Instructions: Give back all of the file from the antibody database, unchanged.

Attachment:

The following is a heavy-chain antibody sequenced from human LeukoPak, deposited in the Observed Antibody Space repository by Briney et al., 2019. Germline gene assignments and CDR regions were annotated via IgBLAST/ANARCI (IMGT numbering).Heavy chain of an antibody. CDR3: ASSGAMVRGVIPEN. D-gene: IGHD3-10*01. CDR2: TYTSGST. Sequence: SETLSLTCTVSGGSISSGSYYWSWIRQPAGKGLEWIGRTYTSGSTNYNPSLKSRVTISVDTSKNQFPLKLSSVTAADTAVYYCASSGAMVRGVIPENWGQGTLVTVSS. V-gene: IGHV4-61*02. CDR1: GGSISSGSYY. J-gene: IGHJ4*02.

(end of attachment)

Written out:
The following is a heavy-chain antibody sequenced from human LeukoPak, deposited in the Observed Antibody Space repository by Briney et al., 2019. Germline gene assignments and CDR regions were annotated via IgBLAST/ANARCI (IMGT numbering).Heavy chain of an antibody. CDR3: ASSGAMVRGVIPEN. D-gene: IGHD3-10*01. CDR2: TYTSGST. Sequence: SETLSLTCTVSGGSISSGSYYWSWIRQPAGKGLEWIGRTYTSGSTNYNPSLKSRVTISVDTSKNQFPLKLSSVTAADTAVYYCASSGAMVRGVIPENWGQGTLVTVSS. V-gene: IGHV4-61*02. CDR1: GGSISSGSYY. J-gene: IGHJ4*02.